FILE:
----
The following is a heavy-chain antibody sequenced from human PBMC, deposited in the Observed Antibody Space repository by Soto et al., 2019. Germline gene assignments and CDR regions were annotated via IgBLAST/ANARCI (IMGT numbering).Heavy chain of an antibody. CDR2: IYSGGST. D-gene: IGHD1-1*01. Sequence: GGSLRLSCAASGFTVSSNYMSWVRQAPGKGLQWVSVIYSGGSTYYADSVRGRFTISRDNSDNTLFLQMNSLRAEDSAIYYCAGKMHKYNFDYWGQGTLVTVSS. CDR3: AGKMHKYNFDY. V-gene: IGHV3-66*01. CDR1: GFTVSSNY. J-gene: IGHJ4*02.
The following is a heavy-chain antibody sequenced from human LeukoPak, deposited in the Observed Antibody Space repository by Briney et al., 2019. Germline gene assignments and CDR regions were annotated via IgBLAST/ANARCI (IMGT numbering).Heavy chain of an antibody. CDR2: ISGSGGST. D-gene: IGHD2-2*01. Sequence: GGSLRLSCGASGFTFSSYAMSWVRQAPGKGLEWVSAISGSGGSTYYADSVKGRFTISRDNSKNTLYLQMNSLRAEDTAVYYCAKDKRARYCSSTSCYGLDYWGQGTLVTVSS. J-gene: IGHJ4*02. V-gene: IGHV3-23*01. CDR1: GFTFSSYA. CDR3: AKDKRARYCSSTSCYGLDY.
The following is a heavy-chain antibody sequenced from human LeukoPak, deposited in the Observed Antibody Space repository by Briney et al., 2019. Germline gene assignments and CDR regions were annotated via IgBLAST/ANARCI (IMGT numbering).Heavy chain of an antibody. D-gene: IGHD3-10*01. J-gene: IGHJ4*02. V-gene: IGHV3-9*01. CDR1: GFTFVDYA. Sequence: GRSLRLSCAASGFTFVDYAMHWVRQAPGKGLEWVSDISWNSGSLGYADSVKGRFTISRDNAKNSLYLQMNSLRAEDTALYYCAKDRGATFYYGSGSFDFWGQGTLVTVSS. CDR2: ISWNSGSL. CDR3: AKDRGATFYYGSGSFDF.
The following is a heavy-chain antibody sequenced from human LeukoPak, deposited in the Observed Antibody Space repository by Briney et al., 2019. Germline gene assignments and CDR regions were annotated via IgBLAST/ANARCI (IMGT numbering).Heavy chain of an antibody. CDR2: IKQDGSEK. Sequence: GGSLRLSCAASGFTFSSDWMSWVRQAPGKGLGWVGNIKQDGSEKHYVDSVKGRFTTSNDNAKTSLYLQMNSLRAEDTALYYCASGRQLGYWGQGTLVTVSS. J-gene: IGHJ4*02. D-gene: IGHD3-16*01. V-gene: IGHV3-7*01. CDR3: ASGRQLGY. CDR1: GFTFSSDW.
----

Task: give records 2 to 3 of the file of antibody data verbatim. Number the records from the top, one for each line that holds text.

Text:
The following is a heavy-chain antibody sequenced from human LeukoPak, deposited in the Observed Antibody Space repository by Briney et al., 2019. Germline gene assignments and CDR regions were annotated via IgBLAST/ANARCI (IMGT numbering).Heavy chain of an antibody. CDR2: ISGSGGST. D-gene: IGHD2-2*01. Sequence: GGSLRLSCGASGFTFSSYAMSWVRQAPGKGLEWVSAISGSGGSTYYADSVKGRFTISRDNSKNTLYLQMNSLRAEDTAVYYCAKDKRARYCSSTSCYGLDYWGQGTLVTVSS. J-gene: IGHJ4*02. V-gene: IGHV3-23*01. CDR1: GFTFSSYA. CDR3: AKDKRARYCSSTSCYGLDY.
The following is a heavy-chain antibody sequenced from human LeukoPak, deposited in the Observed Antibody Space repository by Briney et al., 2019. Germline gene assignments and CDR regions were annotated via IgBLAST/ANARCI (IMGT numbering).Heavy chain of an antibody. D-gene: IGHD3-10*01. J-gene: IGHJ4*02. V-gene: IGHV3-9*01. CDR1: GFTFVDYA. Sequence: GRSLRLSCAASGFTFVDYAMHWVRQAPGKGLEWVSDISWNSGSLGYADSVKGRFTISRDNAKNSLYLQMNSLRAEDTALYYCAKDRGATFYYGSGSFDFWGQGTLVTVSS. CDR2: ISWNSGSL. CDR3: AKDRGATFYYGSGSFDF.